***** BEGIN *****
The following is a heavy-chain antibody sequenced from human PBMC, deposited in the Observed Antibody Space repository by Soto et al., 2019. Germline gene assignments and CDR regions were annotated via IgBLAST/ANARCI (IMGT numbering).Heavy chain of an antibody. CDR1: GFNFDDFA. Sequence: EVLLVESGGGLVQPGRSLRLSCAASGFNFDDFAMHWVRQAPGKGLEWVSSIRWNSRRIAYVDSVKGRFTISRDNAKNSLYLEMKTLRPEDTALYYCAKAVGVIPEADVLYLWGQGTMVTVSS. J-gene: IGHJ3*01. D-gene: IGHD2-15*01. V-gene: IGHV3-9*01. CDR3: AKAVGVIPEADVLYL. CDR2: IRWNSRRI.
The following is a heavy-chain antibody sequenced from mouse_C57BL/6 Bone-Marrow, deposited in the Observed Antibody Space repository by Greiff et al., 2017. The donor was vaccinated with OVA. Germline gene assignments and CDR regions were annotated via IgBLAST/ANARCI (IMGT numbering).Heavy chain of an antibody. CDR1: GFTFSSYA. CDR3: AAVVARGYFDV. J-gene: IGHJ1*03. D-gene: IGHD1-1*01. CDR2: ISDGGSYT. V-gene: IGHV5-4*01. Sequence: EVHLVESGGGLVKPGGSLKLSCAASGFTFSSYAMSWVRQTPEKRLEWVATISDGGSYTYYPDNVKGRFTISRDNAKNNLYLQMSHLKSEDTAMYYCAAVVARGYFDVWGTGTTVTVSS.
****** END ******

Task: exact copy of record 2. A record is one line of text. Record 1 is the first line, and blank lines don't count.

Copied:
The following is a heavy-chain antibody sequenced from mouse_C57BL/6 Bone-Marrow, deposited in the Observed Antibody Space repository by Greiff et al., 2017. The donor was vaccinated with OVA. Germline gene assignments and CDR regions were annotated via IgBLAST/ANARCI (IMGT numbering).Heavy chain of an antibody. CDR1: GFTFSSYA. CDR3: AAVVARGYFDV. J-gene: IGHJ1*03. D-gene: IGHD1-1*01. CDR2: ISDGGSYT. V-gene: IGHV5-4*01. Sequence: EVHLVESGGGLVKPGGSLKLSCAASGFTFSSYAMSWVRQTPEKRLEWVATISDGGSYTYYPDNVKGRFTISRDNAKNNLYLQMSHLKSEDTAMYYCAAVVARGYFDVWGTGTTVTVSS.